I’ve been starting some blog entries that never got finished – about workshops and conferences I attended last month and about the “Speculative Non-Buddhism” blog that entertained me while waiting in the hospital between my husband’s tests, reports, procedures and results earlier this month (he’s okay now). And with a lot of different things going on at the temple, it’s been hard to focus on writing a blog entry lately.
Back in 2002 during what became known as the “Beltway Sniper Attacks,” schools in the suburban Washington D.C. area were under lockdown, keeping the students indoors. I remember hearing on the radio one father said he told his grade-school aged son, “What you are feeling now is not that unusual. There are children in many parts of the world and even here in the United States who everyday live in fear of being shot.” After the two perpetrators were captured, the children in those suburban areas could go back to being carefree playing outdoors, while even now in places around the world and in certain neighborhoods in Chicago, children are well aware that they can become the victims of violence.
I always recall that father’s words when I hear about tragedies such as the terrorist attacks in Paris – what the media plays up as so extraordinary for “nice neighborhoods” is sadly a frequent occurrence for the many who live in the midst of violent conflict. The people killed and maimed by the terrorists were enjoying typical First World pleasures – sports event in a large arena, concert by an American rock band, eating a gourmet dinner and sipping wine and espresso at a sidewalk café. The victims may not have been wealthy, but they like myself were bourgeoisie, having disposable income to spend on leisure activities. The news of Paris motivated some to bring attention to horrific massacres that had been woefully underreported – such as the April attack at a university in Kenya and the suicide bombings in Beirut. The terrorist killings in the Middle East and Africa usually take place in settings more proletariat (people who are struggling to make ends meet) than bourgeoisie – victims were doing what people in the First, Second (former Soviet countries) and Third World mostly do, gather at the marketplace, places of worship, for weddings and funerals, and for the not-to-be-taken-for-granted opportunity of education.
With most of the news media focused on Paris, I would have missed the update on Sandra Bland were it not for Father Michael Pfleger (priest at Chicago’s St. Sabina Church) calling attention to it. I spoke about Sandra Bland at this summer’s Maida Center retreat – contrasting her arrest video with the stories of Buddhist seekers meeting their teachers, how the idea of “encounter” between two humans can go right (when one of them is free from ego-concerns) or go so very wrong. Unlike some of the other African Americans noted in news stories who died in police custody, Sandra Bland was from a bourgeois background – she was from Naperville, a suburban area west of Chicago.
What Father Pfleger was outraged about is the official report from the Texas county where Sandra Bland died – the attorneys asked the court to dismiss charges against the jailers because to them it was a clear case of suicide. They somehow read Sandra Bland’s mind and concluded she was despondent because none of her family members or friends would pay for her bail or come help her. Although there’s a possibility that Sandra Bland was suicidal due to physiological conditions, for the officials to paint her family and friends as heartlessly sending her to her death is reason for anyone to be outraged.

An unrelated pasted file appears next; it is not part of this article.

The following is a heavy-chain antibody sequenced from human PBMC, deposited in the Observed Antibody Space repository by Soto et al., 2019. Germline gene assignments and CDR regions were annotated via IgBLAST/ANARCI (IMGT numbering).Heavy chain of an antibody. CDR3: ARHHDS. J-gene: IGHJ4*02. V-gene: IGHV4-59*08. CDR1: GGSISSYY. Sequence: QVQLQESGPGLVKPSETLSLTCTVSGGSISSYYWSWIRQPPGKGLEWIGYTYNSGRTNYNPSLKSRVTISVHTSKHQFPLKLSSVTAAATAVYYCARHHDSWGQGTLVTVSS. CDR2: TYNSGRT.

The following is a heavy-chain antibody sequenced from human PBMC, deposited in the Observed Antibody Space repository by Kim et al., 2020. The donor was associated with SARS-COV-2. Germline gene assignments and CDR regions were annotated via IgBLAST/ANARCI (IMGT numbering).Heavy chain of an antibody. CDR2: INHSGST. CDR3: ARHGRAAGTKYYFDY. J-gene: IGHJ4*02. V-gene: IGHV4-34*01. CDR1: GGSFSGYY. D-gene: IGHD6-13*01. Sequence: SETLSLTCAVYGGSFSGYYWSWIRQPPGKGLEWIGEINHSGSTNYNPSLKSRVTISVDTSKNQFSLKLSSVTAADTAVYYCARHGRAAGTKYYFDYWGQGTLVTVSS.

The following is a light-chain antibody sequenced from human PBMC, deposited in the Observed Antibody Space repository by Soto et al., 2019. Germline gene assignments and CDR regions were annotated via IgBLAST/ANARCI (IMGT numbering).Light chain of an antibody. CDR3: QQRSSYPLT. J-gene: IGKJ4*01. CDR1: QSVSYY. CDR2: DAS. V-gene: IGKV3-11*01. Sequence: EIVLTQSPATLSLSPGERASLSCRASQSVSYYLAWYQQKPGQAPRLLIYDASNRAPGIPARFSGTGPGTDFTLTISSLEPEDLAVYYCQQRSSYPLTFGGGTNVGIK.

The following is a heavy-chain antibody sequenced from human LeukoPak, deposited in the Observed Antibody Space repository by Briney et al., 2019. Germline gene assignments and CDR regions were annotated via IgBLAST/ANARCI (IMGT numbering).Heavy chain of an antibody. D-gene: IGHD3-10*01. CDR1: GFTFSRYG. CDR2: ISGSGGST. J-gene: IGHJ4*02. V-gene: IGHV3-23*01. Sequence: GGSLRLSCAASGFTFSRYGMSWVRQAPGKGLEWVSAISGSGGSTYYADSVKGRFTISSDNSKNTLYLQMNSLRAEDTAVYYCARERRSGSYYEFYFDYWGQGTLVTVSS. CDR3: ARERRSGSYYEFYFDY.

You may be wondering what these ramblings have to do with Buddhism. For one, Buddhism teaches us to be wary of what seems to be the truth – any person purportedly “telling the truth” is only giving a biased account of what they thought they perceived. Much of our bias is non-intentional – we are influenced by our upbringing and many internal and external factors. But from the beginning of humankind, people intentionally bend the facts to fit their agenda (I learned a lot about this in the Hebrew Bible course I took at the Pacific School of Religion one summer). So I really don’t give much credence to the news about what caused the Paris attacks – we all know how easily evidence is manipulated. But the Sandra Bland case should be especially troubling to us – anyone (particularly a person of color) can be targeted, incited, confined, possibly drugged and then reported as a suicide by parties who don’t want to admit to any transgression of society’s carefully structured rules of civilized behavior.
The other point is compassion – for the victims and the perpetrators and for many of us who are both at the same and varying times. Shuichi Maida emphasized the Zen phrase “heijo-tei,” which Dr. Haneda translated as “flat-ordinariness.” I think it points to the ultimate equality of all beings. The people who were killed in Paris were no more special than the victims in Beirut or Kenya. The people who carried out the killings were no more evil than any of us – when we’re easily swayed to think some lives are not worthy and can be destroyed for our noble cause (think of the monks in various Asian countries resorting to violent means of “eliminating” the Muslims who don’t fit in their idea of a peaceful Buddhist state). To me “Black Lives Matter” is not a contradiction of “heijo-tei” but it’s a reminder of how much we violate the spirit of “heijo-tei” when a group is abused by those who feel superior. “Black Lives Matter” is Namu Amida Butsu – it’s being hit upsides our privileged judgmental heads and confronting us with the shining dignity of all beings. Despite what they look like, despite what we think they’ve done – they are shining with the truth of the past, present and future which we must aspire to understand more deeply with its pain and tears.